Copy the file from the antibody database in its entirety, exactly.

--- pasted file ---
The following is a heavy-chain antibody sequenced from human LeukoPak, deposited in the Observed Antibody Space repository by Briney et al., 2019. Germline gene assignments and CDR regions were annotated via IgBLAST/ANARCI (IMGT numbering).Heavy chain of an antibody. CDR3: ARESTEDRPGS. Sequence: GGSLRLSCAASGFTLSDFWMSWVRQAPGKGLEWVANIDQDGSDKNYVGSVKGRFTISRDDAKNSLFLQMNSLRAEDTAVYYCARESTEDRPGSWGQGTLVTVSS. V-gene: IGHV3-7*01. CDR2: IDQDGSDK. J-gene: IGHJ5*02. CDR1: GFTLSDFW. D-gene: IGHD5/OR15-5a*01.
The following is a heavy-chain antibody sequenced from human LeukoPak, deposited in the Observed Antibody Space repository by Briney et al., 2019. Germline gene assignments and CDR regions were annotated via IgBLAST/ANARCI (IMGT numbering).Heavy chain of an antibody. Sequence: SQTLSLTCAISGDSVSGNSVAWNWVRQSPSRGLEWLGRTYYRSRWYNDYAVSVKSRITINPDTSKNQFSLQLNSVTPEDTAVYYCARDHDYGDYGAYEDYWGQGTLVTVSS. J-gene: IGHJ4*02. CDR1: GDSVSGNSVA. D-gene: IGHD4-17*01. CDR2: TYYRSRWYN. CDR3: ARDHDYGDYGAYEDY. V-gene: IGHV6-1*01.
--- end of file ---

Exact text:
The following is a heavy-chain antibody sequenced from human LeukoPak, deposited in the Observed Antibody Space repository by Briney et al., 2019. Germline gene assignments and CDR regions were annotated via IgBLAST/ANARCI (IMGT numbering).Heavy chain of an antibody. CDR3: ARESTEDRPGS. Sequence: GGSLRLSCAASGFTLSDFWMSWVRQAPGKGLEWVANIDQDGSDKNYVGSVKGRFTISRDDAKNSLFLQMNSLRAEDTAVYYCARESTEDRPGSWGQGTLVTVSS. V-gene: IGHV3-7*01. CDR2: IDQDGSDK. J-gene: IGHJ5*02. CDR1: GFTLSDFW. D-gene: IGHD5/OR15-5a*01.
The following is a heavy-chain antibody sequenced from human LeukoPak, deposited in the Observed Antibody Space repository by Briney et al., 2019. Germline gene assignments and CDR regions were annotated via IgBLAST/ANARCI (IMGT numbering).Heavy chain of an antibody. Sequence: SQTLSLTCAISGDSVSGNSVAWNWVRQSPSRGLEWLGRTYYRSRWYNDYAVSVKSRITINPDTSKNQFSLQLNSVTPEDTAVYYCARDHDYGDYGAYEDYWGQGTLVTVSS. J-gene: IGHJ4*02. CDR1: GDSVSGNSVA. D-gene: IGHD4-17*01. CDR2: TYYRSRWYN. CDR3: ARDHDYGDYGAYEDY. V-gene: IGHV6-1*01.